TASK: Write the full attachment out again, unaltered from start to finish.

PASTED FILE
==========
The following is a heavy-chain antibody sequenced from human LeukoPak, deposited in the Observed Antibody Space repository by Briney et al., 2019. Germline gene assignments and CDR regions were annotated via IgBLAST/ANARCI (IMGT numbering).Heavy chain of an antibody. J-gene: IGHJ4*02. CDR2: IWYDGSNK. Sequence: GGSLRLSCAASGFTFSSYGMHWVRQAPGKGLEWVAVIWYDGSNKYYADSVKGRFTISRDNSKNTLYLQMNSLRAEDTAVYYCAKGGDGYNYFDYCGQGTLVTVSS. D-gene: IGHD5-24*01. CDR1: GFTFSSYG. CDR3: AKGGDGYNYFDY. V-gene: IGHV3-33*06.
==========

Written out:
The following is a heavy-chain antibody sequenced from human LeukoPak, deposited in the Observed Antibody Space repository by Briney et al., 2019. Germline gene assignments and CDR regions were annotated via IgBLAST/ANARCI (IMGT numbering).Heavy chain of an antibody. J-gene: IGHJ4*02. CDR2: IWYDGSNK. Sequence: GGSLRLSCAASGFTFSSYGMHWVRQAPGKGLEWVAVIWYDGSNKYYADSVKGRFTISRDNSKNTLYLQMNSLRAEDTAVYYCAKGGDGYNYFDYCGQGTLVTVSS. D-gene: IGHD5-24*01. CDR1: GFTFSSYG. CDR3: AKGGDGYNYFDY. V-gene: IGHV3-33*06.